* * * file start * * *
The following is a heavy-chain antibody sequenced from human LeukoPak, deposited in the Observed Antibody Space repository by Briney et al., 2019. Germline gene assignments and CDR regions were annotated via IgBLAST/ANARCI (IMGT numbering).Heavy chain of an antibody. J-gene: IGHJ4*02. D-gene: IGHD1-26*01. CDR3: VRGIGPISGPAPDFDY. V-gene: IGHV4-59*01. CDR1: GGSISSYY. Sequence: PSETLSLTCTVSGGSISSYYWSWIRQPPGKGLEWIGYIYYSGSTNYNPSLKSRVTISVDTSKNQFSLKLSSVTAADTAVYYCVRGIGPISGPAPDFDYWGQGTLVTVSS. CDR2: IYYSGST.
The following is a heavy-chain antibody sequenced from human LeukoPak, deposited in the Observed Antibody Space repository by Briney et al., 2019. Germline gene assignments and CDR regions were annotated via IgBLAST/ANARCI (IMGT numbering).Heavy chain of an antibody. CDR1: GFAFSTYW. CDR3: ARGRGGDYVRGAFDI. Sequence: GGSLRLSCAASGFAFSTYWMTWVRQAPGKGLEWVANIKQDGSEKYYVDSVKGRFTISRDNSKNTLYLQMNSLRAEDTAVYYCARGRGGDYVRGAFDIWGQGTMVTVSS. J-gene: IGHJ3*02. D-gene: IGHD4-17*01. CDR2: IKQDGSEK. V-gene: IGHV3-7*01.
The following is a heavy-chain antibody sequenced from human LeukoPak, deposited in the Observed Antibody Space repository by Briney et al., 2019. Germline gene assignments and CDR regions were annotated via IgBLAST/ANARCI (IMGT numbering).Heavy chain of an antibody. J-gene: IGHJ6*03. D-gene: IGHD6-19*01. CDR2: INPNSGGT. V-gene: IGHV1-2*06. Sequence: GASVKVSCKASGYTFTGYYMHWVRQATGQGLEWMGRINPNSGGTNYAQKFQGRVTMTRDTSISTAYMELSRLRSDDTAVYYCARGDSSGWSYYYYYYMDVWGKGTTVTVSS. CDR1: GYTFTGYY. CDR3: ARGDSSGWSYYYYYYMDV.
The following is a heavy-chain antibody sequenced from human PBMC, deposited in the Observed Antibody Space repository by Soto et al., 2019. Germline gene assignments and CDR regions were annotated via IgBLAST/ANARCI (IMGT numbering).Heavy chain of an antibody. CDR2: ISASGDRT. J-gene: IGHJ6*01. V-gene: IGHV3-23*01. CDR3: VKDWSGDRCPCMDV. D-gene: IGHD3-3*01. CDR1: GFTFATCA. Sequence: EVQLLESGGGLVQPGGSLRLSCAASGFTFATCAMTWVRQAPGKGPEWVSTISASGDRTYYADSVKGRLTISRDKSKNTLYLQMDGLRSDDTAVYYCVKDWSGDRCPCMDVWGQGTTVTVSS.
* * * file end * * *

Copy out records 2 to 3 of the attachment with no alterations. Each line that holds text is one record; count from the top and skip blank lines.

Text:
The following is a heavy-chain antibody sequenced from human LeukoPak, deposited in the Observed Antibody Space repository by Briney et al., 2019. Germline gene assignments and CDR regions were annotated via IgBLAST/ANARCI (IMGT numbering).Heavy chain of an antibody. CDR1: GFAFSTYW. CDR3: ARGRGGDYVRGAFDI. Sequence: GGSLRLSCAASGFAFSTYWMTWVRQAPGKGLEWVANIKQDGSEKYYVDSVKGRFTISRDNSKNTLYLQMNSLRAEDTAVYYCARGRGGDYVRGAFDIWGQGTMVTVSS. J-gene: IGHJ3*02. D-gene: IGHD4-17*01. CDR2: IKQDGSEK. V-gene: IGHV3-7*01.
The following is a heavy-chain antibody sequenced from human LeukoPak, deposited in the Observed Antibody Space repository by Briney et al., 2019. Germline gene assignments and CDR regions were annotated via IgBLAST/ANARCI (IMGT numbering).Heavy chain of an antibody. J-gene: IGHJ6*03. D-gene: IGHD6-19*01. CDR2: INPNSGGT. V-gene: IGHV1-2*06. Sequence: GASVKVSCKASGYTFTGYYMHWVRQATGQGLEWMGRINPNSGGTNYAQKFQGRVTMTRDTSISTAYMELSRLRSDDTAVYYCARGDSSGWSYYYYYYMDVWGKGTTVTVSS. CDR1: GYTFTGYY. CDR3: ARGDSSGWSYYYYYYMDV.